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Boston Bombing, Jury Selection And Fair Trials

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The news is awash with jury selection in the case of the remaining Boston Bomber, a process that took two months and only finished on March 3, 2015, in an effort to seat 12 people to decide this man’s fate. While many of us have preconceived notions about the absolute guilt of this young man, there remains a strong split in American thinking about the fairness and validity of the death penalty. I’m told much of jury selection dealt with that one point: If you find him guilty, would you be able to sentence him to death.

When I thought about the Boston Bomber case, it reminded me of the many cases I have selected juries to handle my clients’ grievous injury cases. What would you think about having 12 (sometimes just 6) people you’ve never met and who know nothing about you deciding your fate for horrible injuries in an accident? It is truly a daunting proposition.

While jury selection in criminal cases is often a much longer process, civil jury selection requires considerable thought and time for the attorney. Here’s how it goes in civil jury selection (and I stipulate that there’s no way in this short space to cover all the intricacies): the Clerk’s office subpoenas 100, maybe more, citizens to the courthouse for jury duty. Out of those, an initial 14 to 20, depending on the judge, are called at random to go to the courtroom.

Once they are seated, the judge asks a number of questions bearing on their basic qualifications to serve: “Do you live in this parish? Do you have a felony record? Do you know any of the parties, lawyers or anything about the case?” And lots more. Once the judge finishes, the lawyers on each side are given a chance to question-the fancy legal words are “voir dire”-the jury prospects. Under Louisiana law: “The parties or their attorneys shall individually conduct such examination of the prospective jurors as each party deems necessary, but the court may control the scope of the examination to be conducted by the parties or their attorneys.” La. Code of Civil Procedure Art. 1763(B).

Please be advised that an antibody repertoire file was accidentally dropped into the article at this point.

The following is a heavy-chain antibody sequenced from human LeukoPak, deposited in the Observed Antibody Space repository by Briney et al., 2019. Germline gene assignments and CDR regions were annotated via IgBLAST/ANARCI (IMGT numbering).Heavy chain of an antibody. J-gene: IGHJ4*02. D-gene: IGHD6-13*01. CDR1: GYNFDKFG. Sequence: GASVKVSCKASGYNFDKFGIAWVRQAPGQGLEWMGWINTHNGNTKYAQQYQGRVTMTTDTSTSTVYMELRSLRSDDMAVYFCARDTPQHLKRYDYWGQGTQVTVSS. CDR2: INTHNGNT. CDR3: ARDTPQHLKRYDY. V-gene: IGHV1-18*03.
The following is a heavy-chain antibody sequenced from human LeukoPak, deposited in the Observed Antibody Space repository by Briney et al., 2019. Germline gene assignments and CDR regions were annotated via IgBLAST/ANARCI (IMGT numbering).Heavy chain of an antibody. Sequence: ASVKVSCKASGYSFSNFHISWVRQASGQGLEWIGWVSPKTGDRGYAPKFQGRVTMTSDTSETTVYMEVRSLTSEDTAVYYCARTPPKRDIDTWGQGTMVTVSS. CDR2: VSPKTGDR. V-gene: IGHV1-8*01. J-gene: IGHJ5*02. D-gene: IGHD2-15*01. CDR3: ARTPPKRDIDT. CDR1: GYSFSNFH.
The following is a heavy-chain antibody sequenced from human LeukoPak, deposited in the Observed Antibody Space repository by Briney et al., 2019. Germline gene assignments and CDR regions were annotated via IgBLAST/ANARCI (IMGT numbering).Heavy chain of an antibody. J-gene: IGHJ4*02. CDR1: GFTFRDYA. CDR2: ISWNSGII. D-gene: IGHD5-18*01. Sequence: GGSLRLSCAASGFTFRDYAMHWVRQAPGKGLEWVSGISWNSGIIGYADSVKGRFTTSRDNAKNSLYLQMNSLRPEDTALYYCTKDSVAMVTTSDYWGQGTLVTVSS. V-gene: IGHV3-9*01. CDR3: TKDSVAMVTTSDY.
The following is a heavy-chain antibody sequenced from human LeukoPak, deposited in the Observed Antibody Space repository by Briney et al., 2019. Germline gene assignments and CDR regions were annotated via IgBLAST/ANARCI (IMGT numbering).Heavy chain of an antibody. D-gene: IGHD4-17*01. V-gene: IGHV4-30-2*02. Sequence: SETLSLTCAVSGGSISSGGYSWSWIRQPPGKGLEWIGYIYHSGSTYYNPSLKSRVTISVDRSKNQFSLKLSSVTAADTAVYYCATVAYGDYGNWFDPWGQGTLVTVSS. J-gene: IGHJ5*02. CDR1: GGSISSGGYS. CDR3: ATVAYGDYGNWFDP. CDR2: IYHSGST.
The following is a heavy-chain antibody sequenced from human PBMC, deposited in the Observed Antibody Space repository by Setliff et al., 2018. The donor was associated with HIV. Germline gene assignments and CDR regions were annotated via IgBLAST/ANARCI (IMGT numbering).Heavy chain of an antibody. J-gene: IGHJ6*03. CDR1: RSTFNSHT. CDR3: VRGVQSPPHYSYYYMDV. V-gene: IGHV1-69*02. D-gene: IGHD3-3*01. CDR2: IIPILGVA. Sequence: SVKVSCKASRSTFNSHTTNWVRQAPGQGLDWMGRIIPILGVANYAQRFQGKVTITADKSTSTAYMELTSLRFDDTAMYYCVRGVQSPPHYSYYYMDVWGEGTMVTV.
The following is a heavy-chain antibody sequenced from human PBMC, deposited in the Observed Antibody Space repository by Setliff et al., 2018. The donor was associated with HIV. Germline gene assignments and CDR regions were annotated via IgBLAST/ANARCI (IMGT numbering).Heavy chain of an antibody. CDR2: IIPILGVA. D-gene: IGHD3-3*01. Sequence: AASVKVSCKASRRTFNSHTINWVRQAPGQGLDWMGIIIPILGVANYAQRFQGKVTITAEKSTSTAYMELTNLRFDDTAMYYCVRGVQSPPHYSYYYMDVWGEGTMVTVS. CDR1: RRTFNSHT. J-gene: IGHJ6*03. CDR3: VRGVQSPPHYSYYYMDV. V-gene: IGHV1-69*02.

When my firm conducts examinations of potential jurors, we always ask the juror prospects to do the talking. “What do you think about people who file lawsuits for injuries? What do you think about including in your judgment money for pain and suffering?” After each question, I call on a particular juror to answer, then ask other jurors what they think about the subject. There are no wrong answers. The whole point is to pick a jury that is fair, impartial and will give both sides a fair trial. I certainly don’t want a person on my jury who hates lawyers, dislikes people who sue for damages and who don’t believe pain and suffering is a real injury. So I ask them. It usually takes about an hour and a half, if the judge lets me ask enough questions, and we’re usually much better able to identify jurors who are not biased.

Once the lawyer questioning is over, the picking process begins. Each side can ask the judge to strike a potential juror “for cause”. That is, if the juror said during the questioning that he hates insurance companies and will sock it to them in his verdict, he will likely be excused for cause. After the “cause” strikes are over, each side has 6 “peremptory” challenges in which they can strike any prospect for any reason that is not racially motivated. This process often necessitates the calling of another 14 to 20 people because the parties are unable to seat 12 from the first batch.

Jury selection has been called the most important process in an injury trial. After all, this is the group who will be deciding the fate of BOTH parties. As a lawyer, I want to do everything I can to make sure I have a fair jury, not subject to such biases that they are automatically against my client before any evidence is introduced. Ideally, that’s what both sides want.

If you would like to know more about jury selection, or if you have a personal injury case from an offshore accident, truck crashpremises defect, work injury or another type of case, give our firm a call today.